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In the page 5 of the document 'CPT Symmetry and Its Violation' by Ralf Lehnert (https://core.ac.uk/download/pdf/80103866.pdf), appears a discussion about how the spin-statistics theorem applies to the CPT theorem proof. It is said that for 2 spinors $\chi, \psi$, CPT transformations looks like:

$$ \bar{\chi}\psi \rightarrow -\chi^{\dagger\ T \ \dagger} \gamma^0 \psi^{\dagger\ T} = \dots = (\bar{\chi} \psi)^\dagger $$

Nevertheless, from the left hand side of the first equal symbol I derive,

$$ -\chi^{\dagger\ T \ \dagger} \gamma^0 \psi^{\dagger\ T} = (-\chi^{\dagger\ T \ \dagger} \gamma^0 \psi^{\dagger\ T})^{\dagger\ *} $$

Since a bilinear and its transpose is the same thing. Now I'm going to use introduce inside bracket the conjugation operation represented by $*$. Then,

$$ (-\chi^{\dagger\ T \ \dagger} \gamma^0 \psi^{\dagger\ T})^{\dagger\ *} = -(\chi^\dagger \gamma^0 \psi)^\dagger = -(\bar{\chi}\psi)^\dagger $$

So, my result has different sign from the one in the document. It is no conflict with the usual CPT result that says $\bar{\psi}\psi \rightarrow \bar{\psi}\psi$ since you can choose $\chi = \psi$ and due to anti-commutation of the 'bar' fields with fields you get precisely that result. Otherwise, it would be, $\bar{\psi}\psi \rightarrow -\bar{\psi}\psi$

Am I right or I'm loosing something?

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I believe you're correct. Another reference here gives the identity $$CPT: \qquad \bar{\chi}\psi \rightarrow \bar{\psi}\chi$$ which is $$ -(\bar{\chi}\psi)^\dagger = \psi^\dagger \gamma_0 \chi = \bar{\psi} \chi$$

The error in the reference you are working from is in the second-to-last equality. They have used the fermion anticommutation relation in the last equality, but ignored it in the second-to-last, writing $$-\chi^{\dagger T \dagger} \gamma^{0*} \psi^{\dagger T} = -(\psi^T \gamma^{0T} \chi^{T\dagger})^\dagger$$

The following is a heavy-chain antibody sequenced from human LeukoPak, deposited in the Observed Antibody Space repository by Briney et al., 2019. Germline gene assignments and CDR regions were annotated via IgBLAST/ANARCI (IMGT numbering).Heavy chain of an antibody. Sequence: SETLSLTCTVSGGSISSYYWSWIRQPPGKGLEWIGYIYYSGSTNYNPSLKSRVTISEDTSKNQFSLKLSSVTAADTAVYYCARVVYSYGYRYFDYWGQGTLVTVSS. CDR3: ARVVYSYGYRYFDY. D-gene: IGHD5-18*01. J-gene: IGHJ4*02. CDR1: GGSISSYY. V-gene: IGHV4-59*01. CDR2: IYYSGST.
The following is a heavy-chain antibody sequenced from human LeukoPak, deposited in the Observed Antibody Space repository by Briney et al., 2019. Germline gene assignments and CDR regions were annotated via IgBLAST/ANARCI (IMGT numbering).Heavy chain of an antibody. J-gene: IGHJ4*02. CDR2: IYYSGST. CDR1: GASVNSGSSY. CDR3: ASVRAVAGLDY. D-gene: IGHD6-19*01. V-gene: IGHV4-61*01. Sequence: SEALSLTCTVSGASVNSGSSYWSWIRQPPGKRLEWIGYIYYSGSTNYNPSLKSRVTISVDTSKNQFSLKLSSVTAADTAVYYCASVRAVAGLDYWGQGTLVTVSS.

But this should not have a negative sign after the equality. In fact, the whole derivation is quite circular and inconsistent, they have simply attempted to apply two transpositions inconsistently to summon a change of sign. The trick is that for Grassmannian operators, the usual identity $(AB)^T = B^T A^T$ needs to be amended to $(AB)^T = -B^T A^T$. Otherwise the following is inconsistent: \begin{align} 1)& \qquad (\chi^T \psi)^T = \chi^T \psi\\ 2)& \qquad \chi^T \psi = -\psi^T \chi\\ \implies 3)& \qquad (\chi^T \psi)^T = - \psi^T \chi = \chi^T \psi \end{align}

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  • $\begingroup$ Thank you for your answer. If you like, you could take a look to my new related post physics.stackexchange.com/questions/476870/… where I try to prove CPT theorem by using what we discuss here. I'm kind of stuck $\endgroup$ – Vicky Apr 30 at 3:55
  • $\begingroup$ Ok, I think that I was wrong and I'm going to write an answer to explain it $\endgroup$ – Vicky May 1 at 13:21
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In the text, you can see that the CPT transformation can be written as

$$ \bar{\chi}\psi \rightarrow -\chi^{\dagger\ T \ \dagger} \gamma^0 \psi^{\dagger\ T} = -(\psi^T \gamma^0 \chi^{T\ \dagger})^\dagger $$

If you go on with that expression,

$$-(\psi^T \gamma^0 \chi^{T\ \dagger}) = -(\psi^T \gamma^0 \chi^*) = -(\psi^T \gamma^0 \chi^{T\ \dagger}) = -(\chi^\dagger \gamma^0 \psi)^T $$

And,

$$ -(\chi^\dagger \gamma^0 \psi)^T = -(\psi^T \gamma^0 \chi^*) = -\psi_i(\gamma^0)_{ij}\chi^*_j = +\chi^*_j(\gamma^0)_{ji}\psi_i = -\chi^\dagger\gamma^0\psi = \bar{\chi}\psi $$

$\gamma^0_{ij} = \gamma^0_{ji}$ and since $\gamma^0_{ii} = 0$ you can use without Dirac deltas the anti-commutation between $\chi$ and $\psi$ even if $\chi = \psi$

So under CPT,

$$ \bar{\chi}\psi \rightarrow (\bar{\chi}\psi)^\dagger $$

The key is not to consider that transpose or adjoint introduces sign. It's just as simple as if $A, B$ are fermion fields, then

$$ (AB)^T = B^T A^T,\quad (AB)^\dagger = B^\dagger A^\dagger \tag{A}$$

The second one comes from the definion of adjoint operator, i.e., if ${\cal O}$ is an operator, its adjoint ${\cal O}^\dagger$ is given by

$$ \langle f|{\cal O}g \rangle = \langle {\cal O}^\dagger f|g \rangle $$

So, if ${\cal O} = AB$ you have that,

$$ \langle f|ABg \rangle = \langle {A}^\dagger f|Bg \rangle = \langle B^\dagger A^\dagger f|g \rangle $$

The first one of Eq. (A) it's now a corollary that comes from the definition of adjoint as transpose plus complex conjugation.

A last remark is that it's NOT true that $(\bar{\chi}\psi)^T = \bar{\chi}\psi$, so in general

$$ (\bar{\chi}\psi)^T \neq \bar{\chi}\psi $$

This is due to $\bar{\chi}\psi$ is not a number, it's an operator and it's not true, in general, that an operator and its transpose is the same thing. I write this because I've seen it in other post related to similar questions about transposition and adjoit of bilinears, and I think that I have already proved it to be wrong in this answer. I recommend to visit Transposition of spinors

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